Researchers use small electric jolts to help smokers quit the habit and stay smoke-free up to one year later
There are two categories of smokers.
Those in the first category are quite happy with the habit. They know and understand the risks. They’ve been warned by health professionals, and by their thinning wallet, faltering breath and all sorts of other telltale signs that this is a dangerous game they’re playing. But they choose to smoke anyways.
Hopefully, you belong to the second category.
You want to quit.
And if that’s the case, you’ve probably tried and failed more times than you care to remember.
Nothing seems to work.
- You tried smoking less — But then life happened and you went back to smoking your usual amount, if not more.
- You tried to quit overnight — But pretty soon you turned into a raging fiend on a rampage, so you decided to preserve your sanity and pick up the habit once again.
- You tried nicotine patches — But you realized they were no substitute for the “activity” of smoking, so you threw them out and bought another pack of smokes.
The list goes on and it keeps getting longer.
It’s a very disheartening picture for you and so many other smokers out there who keep trying and failing.
Why you fail at quitting smoking
It’s simple. You keep failing because smoking is a habit. And by nature, habits are reinforced every time you repeat the behavior.
You might try to exercise willpower. But willpower is a limited resource, and habits tend to outrun willpower over time.
Smoking is like a toxic relationship. Cigarettes become a part of your life. Think about it.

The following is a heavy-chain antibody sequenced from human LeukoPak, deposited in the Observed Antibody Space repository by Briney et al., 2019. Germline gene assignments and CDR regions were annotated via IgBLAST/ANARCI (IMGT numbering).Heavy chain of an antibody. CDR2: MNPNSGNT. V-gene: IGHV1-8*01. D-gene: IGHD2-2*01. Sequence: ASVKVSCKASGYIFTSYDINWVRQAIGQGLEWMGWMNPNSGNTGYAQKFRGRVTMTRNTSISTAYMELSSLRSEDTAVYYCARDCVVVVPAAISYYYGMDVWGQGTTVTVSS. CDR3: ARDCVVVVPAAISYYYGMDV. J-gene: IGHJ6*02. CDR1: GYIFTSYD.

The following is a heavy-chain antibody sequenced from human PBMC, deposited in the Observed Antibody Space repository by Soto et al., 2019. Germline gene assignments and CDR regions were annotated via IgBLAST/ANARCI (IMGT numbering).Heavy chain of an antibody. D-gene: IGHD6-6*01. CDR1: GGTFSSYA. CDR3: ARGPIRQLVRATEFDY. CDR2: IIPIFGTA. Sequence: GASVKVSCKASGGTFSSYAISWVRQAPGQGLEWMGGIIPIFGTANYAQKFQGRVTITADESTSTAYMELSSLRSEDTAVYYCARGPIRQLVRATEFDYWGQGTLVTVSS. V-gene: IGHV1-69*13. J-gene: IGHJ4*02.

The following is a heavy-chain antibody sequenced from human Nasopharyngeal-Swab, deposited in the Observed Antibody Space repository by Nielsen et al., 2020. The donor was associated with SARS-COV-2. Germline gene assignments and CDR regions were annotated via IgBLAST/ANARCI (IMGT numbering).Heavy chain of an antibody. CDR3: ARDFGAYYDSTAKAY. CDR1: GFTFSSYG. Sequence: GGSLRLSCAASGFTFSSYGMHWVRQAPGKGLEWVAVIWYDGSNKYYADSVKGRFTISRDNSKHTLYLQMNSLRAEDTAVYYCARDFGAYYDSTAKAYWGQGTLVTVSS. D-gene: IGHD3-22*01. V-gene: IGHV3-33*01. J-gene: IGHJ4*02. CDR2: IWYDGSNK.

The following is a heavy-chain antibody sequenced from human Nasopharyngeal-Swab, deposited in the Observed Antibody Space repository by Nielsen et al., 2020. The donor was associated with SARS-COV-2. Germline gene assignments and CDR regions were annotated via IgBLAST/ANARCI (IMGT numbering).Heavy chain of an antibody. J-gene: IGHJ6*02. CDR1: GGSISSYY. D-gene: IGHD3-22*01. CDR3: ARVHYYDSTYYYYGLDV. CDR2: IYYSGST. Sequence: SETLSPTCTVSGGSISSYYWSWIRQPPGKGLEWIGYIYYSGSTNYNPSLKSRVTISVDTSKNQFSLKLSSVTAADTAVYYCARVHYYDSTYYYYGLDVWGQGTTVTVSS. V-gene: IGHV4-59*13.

- when you have coffee
- when you socialize
- after you eat (or even while you eat)
- after sex
- while you drive
- when you’re stressed, sad, angry, upset, grieving, crying
- when you’re relaxed, enjoying yourself, happy
- when you mourn the loss of someone
The cigarette cheats you into thinking that it’s part of every one of those activities. Eventually it becomes an extension of “you”.
And that’s precisely why it’s so difficult, so terrifying, to quit smoking.
You need to reprogram your brain.
Thankfully, 80+ years ago, science discovered a method to do just that. And studies show that it has an astonishing success rate with all sorts of habits, including smoking!
Researchers use small electric jolts to successfully help 67% of smokers quit in as little as 5 days
In a research experiment, a number of smokers were treated with harmless electric jolts to help them quit smoking. The participants smoked an average of 21.5 cigarettes per day. They had all previously tried to quit smoking by their own will-power or other conventional means.
Participants were hooked up with electrodes and provided a favorite brand of cigarettes. At some point during the smoking process, they would be given a signal. This signal was followed three out of four times by an electric jolt.
The participants had been instructed to put out the cigarette upon receiving the signal. Failure to do so immediately would result in a second jolt.
Additionally, they were asked to imagine a favorite situation for smoking, such as the first cigarette of the morning. As they reached the imaginary moment of lighting the cigarette, the same signal/jolt procedure was carried out.
From 21.5 cigarettes a day, to 1.4 cigarettes a day in 3 sessions, with most participants quitting the habit within 5 sessions
By the end of the treatment, 67% of the participants had quit smoking completely, and when assessed one year later, 43% were still off cigarettes.
According to the researchers, “there was a noticeable effect after the first session” (Russell, 1970).
The attitude of participants towards cigarettes changed drastically.
In fact, feedback included comments such as “I threw it away after two draws, to my surprise”; “I took only a few puffs-I just didn’t fancy it. My mate laughed when I threw it out the window.” (Russell, 1970)
One participant even complained that the “cigarettes were stale”. (Russell, 1970)
Russell, M. A. (1970, 12). Effect of Electric Aversion on Cigarette Smoking. Bmj, 1(5688), 82-86. doi: 10.1136/bmj.1.5688.82